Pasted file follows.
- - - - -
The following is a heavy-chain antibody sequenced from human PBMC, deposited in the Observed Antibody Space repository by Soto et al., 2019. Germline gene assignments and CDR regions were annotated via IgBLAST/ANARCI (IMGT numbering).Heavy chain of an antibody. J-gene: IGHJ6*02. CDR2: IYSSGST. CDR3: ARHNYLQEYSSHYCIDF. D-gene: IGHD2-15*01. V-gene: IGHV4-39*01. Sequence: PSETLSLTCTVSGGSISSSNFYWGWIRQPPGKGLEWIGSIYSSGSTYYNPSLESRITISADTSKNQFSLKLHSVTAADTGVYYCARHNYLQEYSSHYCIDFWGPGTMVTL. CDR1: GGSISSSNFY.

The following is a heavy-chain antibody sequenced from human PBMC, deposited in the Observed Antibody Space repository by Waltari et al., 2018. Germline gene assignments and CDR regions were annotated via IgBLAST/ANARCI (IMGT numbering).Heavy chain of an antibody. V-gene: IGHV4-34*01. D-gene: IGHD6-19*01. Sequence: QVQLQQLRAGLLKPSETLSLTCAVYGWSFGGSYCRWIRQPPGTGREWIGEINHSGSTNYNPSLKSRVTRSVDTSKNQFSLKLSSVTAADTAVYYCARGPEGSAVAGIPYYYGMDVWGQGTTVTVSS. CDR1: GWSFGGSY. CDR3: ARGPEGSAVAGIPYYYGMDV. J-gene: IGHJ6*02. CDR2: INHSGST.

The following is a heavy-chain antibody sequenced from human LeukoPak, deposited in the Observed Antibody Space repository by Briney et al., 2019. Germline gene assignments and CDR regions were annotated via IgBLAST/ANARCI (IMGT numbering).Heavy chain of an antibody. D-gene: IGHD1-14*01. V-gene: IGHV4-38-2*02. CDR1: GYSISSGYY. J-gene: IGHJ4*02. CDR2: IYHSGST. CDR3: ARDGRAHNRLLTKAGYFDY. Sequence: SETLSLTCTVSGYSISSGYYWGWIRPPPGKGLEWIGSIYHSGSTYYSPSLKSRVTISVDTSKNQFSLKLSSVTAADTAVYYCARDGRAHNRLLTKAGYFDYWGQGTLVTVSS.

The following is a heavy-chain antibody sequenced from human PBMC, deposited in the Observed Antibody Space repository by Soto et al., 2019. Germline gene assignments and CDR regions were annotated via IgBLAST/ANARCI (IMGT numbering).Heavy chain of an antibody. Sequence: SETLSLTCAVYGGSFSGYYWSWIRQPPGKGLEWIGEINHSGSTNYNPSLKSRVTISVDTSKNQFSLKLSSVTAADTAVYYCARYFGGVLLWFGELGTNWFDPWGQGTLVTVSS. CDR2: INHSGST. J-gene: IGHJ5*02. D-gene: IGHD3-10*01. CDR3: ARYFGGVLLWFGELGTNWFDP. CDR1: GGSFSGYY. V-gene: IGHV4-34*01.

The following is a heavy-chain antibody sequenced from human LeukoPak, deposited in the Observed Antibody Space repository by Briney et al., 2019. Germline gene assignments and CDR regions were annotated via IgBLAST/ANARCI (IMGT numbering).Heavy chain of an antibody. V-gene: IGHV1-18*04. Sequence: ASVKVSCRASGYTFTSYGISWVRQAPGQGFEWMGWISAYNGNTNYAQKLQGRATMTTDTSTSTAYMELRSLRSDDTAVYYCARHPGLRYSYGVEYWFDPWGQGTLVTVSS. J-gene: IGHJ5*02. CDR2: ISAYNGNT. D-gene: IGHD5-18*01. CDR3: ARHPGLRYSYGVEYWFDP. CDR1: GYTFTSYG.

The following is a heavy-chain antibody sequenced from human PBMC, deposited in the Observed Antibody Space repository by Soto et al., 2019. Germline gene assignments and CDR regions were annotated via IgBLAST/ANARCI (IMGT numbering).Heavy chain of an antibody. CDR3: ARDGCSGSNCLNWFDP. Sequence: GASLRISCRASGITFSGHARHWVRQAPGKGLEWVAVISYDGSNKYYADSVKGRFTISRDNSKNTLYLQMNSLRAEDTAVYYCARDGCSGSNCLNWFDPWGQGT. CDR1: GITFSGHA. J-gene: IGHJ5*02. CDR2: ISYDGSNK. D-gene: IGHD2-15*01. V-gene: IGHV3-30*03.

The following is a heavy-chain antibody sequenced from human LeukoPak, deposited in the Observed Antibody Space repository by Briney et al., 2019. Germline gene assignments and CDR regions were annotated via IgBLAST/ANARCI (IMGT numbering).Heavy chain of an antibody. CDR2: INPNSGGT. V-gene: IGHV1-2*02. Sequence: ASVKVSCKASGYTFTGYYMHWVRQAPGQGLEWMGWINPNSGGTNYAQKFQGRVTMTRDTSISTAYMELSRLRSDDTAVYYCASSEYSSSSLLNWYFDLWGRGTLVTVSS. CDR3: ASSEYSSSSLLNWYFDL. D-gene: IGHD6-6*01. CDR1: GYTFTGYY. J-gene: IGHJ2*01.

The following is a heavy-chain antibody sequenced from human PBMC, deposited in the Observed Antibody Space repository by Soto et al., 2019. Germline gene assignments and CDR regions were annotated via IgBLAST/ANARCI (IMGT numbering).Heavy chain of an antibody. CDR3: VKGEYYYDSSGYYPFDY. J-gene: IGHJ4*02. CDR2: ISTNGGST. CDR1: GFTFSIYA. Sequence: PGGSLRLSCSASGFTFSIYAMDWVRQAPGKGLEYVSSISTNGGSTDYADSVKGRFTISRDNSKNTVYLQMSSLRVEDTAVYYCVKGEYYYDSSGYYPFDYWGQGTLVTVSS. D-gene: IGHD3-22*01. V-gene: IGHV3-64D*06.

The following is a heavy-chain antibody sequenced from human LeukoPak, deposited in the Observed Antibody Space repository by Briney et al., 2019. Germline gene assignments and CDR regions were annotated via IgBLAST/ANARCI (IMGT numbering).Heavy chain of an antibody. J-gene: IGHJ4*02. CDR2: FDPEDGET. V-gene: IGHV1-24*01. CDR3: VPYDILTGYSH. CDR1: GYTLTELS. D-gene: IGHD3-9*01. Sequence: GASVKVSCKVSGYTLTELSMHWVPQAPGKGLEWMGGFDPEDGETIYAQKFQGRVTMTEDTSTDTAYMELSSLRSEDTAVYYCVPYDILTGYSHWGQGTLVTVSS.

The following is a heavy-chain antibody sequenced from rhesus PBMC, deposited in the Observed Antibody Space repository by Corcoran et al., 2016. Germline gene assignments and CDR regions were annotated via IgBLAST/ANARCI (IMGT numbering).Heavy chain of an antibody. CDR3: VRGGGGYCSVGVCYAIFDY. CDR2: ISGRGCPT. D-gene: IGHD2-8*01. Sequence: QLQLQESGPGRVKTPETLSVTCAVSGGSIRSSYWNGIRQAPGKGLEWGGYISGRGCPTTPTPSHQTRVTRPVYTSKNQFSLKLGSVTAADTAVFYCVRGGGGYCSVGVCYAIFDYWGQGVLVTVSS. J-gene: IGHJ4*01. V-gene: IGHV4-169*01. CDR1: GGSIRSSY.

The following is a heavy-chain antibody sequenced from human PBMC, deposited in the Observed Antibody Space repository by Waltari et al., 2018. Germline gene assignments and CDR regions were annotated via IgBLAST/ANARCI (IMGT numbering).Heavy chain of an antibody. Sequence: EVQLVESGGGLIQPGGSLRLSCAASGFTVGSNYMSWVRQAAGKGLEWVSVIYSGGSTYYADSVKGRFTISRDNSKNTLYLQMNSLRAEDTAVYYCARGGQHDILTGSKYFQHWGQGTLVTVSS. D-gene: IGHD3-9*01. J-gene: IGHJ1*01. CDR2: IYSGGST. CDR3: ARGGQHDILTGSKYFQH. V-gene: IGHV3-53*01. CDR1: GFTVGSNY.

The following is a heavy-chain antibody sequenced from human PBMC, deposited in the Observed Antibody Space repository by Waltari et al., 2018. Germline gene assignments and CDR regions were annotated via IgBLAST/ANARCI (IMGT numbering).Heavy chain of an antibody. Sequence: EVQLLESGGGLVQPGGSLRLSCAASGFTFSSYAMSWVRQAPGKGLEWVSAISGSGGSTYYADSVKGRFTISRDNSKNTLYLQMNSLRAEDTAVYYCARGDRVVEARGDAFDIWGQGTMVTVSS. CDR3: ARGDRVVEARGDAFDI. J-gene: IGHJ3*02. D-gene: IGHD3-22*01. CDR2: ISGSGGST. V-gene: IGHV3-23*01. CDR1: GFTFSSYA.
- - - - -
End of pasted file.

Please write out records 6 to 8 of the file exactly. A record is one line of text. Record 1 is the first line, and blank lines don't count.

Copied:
The following is a heavy-chain antibody sequenced from human PBMC, deposited in the Observed Antibody Space repository by Soto et al., 2019. Germline gene assignments and CDR regions were annotated via IgBLAST/ANARCI (IMGT numbering).Heavy chain of an antibody. CDR3: ARDGCSGSNCLNWFDP. Sequence: GASLRISCRASGITFSGHARHWVRQAPGKGLEWVAVISYDGSNKYYADSVKGRFTISRDNSKNTLYLQMNSLRAEDTAVYYCARDGCSGSNCLNWFDPWGQGT. CDR1: GITFSGHA. J-gene: IGHJ5*02. CDR2: ISYDGSNK. D-gene: IGHD2-15*01. V-gene: IGHV3-30*03.

The following is a heavy-chain antibody sequenced from human LeukoPak, deposited in the Observed Antibody Space repository by Briney et al., 2019. Germline gene assignments and CDR regions were annotated via IgBLAST/ANARCI (IMGT numbering).Heavy chain of an antibody. CDR2: INPNSGGT. V-gene: IGHV1-2*02. Sequence: ASVKVSCKASGYTFTGYYMHWVRQAPGQGLEWMGWINPNSGGTNYAQKFQGRVTMTRDTSISTAYMELSRLRSDDTAVYYCASSEYSSSSLLNWYFDLWGRGTLVTVSS. CDR3: ASSEYSSSSLLNWYFDL. D-gene: IGHD6-6*01. CDR1: GYTFTGYY. J-gene: IGHJ2*01.

The following is a heavy-chain antibody sequenced from human PBMC, deposited in the Observed Antibody Space repository by Soto et al., 2019. Germline gene assignments and CDR regions were annotated via IgBLAST/ANARCI (IMGT numbering).Heavy chain of an antibody. CDR3: VKGEYYYDSSGYYPFDY. J-gene: IGHJ4*02. CDR2: ISTNGGST. CDR1: GFTFSIYA. Sequence: PGGSLRLSCSASGFTFSIYAMDWVRQAPGKGLEYVSSISTNGGSTDYADSVKGRFTISRDNSKNTVYLQMSSLRVEDTAVYYCVKGEYYYDSSGYYPFDYWGQGTLVTVSS. D-gene: IGHD3-22*01. V-gene: IGHV3-64D*06.